The third postcolonial studies construct Subrahmanyam disagrees with is closely related to the first:
The eager acceptance of an exotic characterization of the non-West. Here, the desire to have the moral upper hand prompts many scholars—in the wake of such radical anti-modernists as Ashis Nandy—to invent the non-West in the mirror image of Europe. Thus, it is claimed that non-European societies and cultures intrinsically incarnate the opposite of all aspects of European modernity. If Europe is possessive, India must be selfless. If Europe believes in growth, India must believe in stasis. And so on.
Lal’s argument in Chapter One of The History of History would fit in perfectly at the end of this construct: if Europe insists on the value of an historical consciousness, India must insist on the value of living in the present. As Lal asks of Hindu India, “Is not the rejection of history as a way of knowing to be grounded in the existence of a different epistemology, indeed a different history, rather than in the quest for power, the reality of politics, and the perpetuation of deceit? Cannot the not-writing of history be a way of writing history, or perhaps more simply be a mode of living in the present…?” (40-41). That is to say, the Hindu rejection of history is the (moral) mirror image of the European attachment to a history of power, politics, and deceit. Therefore, it is safe to say that Lal’s “eager acceptance of an exotic characterization of the non-West” naturally places him at odds with Subrahmanyam.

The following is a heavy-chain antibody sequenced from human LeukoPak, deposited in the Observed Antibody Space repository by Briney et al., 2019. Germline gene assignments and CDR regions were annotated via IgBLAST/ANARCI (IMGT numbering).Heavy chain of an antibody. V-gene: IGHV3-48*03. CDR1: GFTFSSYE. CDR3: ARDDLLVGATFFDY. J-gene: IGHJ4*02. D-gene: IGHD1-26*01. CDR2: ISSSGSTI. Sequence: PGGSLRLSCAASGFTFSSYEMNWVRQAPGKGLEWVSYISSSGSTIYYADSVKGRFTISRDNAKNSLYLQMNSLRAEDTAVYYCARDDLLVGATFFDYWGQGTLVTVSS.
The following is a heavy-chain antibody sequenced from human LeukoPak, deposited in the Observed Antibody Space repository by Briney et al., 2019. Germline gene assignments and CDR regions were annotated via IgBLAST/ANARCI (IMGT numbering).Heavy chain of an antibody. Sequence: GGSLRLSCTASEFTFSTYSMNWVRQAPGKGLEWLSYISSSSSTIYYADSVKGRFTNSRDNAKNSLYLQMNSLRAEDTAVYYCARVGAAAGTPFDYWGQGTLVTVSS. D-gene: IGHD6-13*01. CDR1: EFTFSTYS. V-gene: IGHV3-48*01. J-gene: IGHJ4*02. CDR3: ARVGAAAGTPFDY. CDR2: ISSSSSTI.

In conclusion, this essay has tried to show that Vinay Lal and Sanjay Subrahmanyam have different, or rather opposing views about Indian historiography. It was by no means comprehensive. The analysis was not meant to provide a verdict on accuracy or preference, but to juxtapose the two author’s ideas about historiography. In doing so, I hope that I opened the door for future discussions on the views of both intellectuals.
 Sanjay Subrahmanyam, “Our Only Colonial Thinker,” Outlook India, July 5, 2004, accessed November 4, 2013, http://www.outlookindia.com/article.aspx?224377. The quote refers to Nandy’s essay “A Billion Gandhis.”
 As this paper suggests, Subrahmanyam would define Lal as a postcolonial scholar (as he does Nandy).
 Sanjay Subrahmanyam, “Europe and the People without Historiography; or, Reflections on a Self-Inflicted Wound,” Historically Speaking 5 (March 2004): 36.
 Ibid., 37.